The Navy has also started a new initiative to station chaplains aboard its destroyers. Destroyers, often called the workhorses of the Navy, carry crews of around 200 sailors each.
While chaplains primarily manage religious ministry programs, they also provide confidential counseling to sailors, according to Force Chaplain Capt. Richard Ryan.
“We’re able to see them as often as they want to be seen and help them through these issues,” Ryan said.
Not all destroyers have full-time chaplains yet, but Ryan said those that do are proving the need is there.
In 2022, Destroyers with full-time chaplains saw an average of 31 sailors a month, Ryan said. On destroyers that relied on part-time chaplains, fewer than three sailors a month received counseling.
Sailors on one of the San Diego base’s piers said news about the resources available has reached them on the deckplates.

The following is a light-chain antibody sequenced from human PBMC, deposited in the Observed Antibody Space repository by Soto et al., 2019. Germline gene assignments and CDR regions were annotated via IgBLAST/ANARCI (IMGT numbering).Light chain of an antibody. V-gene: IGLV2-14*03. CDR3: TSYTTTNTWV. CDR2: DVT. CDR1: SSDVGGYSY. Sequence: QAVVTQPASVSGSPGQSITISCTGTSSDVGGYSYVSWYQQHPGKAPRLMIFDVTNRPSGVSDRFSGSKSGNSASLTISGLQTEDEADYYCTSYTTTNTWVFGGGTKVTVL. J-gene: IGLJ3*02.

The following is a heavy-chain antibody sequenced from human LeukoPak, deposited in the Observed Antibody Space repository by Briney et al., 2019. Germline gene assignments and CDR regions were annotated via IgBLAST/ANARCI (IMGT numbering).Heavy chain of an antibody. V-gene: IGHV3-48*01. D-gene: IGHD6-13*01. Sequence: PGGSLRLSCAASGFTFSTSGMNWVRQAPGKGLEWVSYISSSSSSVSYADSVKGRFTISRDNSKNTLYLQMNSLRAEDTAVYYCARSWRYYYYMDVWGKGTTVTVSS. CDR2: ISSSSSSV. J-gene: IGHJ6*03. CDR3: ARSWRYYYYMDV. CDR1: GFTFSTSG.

“Every time I talk to one of my sailors, I let them know if they need a chaplain, or they need to go to medical, that’s something available to them all the time,” said Petty Officer 2nd Class Joseph Hintsala, a hull technician and workcenter supervisor stationed on the littoral combat ship Santa Barbara.
Petty Officer 3rd Class Dacia Chupp said that in the three years she’s been in the Navy, the service’s attitude toward mental health has changed.
“They communicate more now and they make it more known we can go to them or other people if we need to,” said Chupp, who works as a boatswain’s mate on the amphibious transport dock Somerset.
Twenty-nine destroyers now have full time chaplains on board and the Navy said it plans to fully staff the rest of its destroyer fleet over the next two years.
The National Suicide Prevention Lifeline is a hotline for individuals in crisis or for those looking to help someone else. To speak with a certified listener, call 988.
CrisisText Line is a texting service for emotional crisis support. To speak with a trained listener, text HELLO to 741741. It is free, available 24/7, and confidential.
This story was produced by the American Homefront Project, a public media collaboration that reports on American military life and veterans.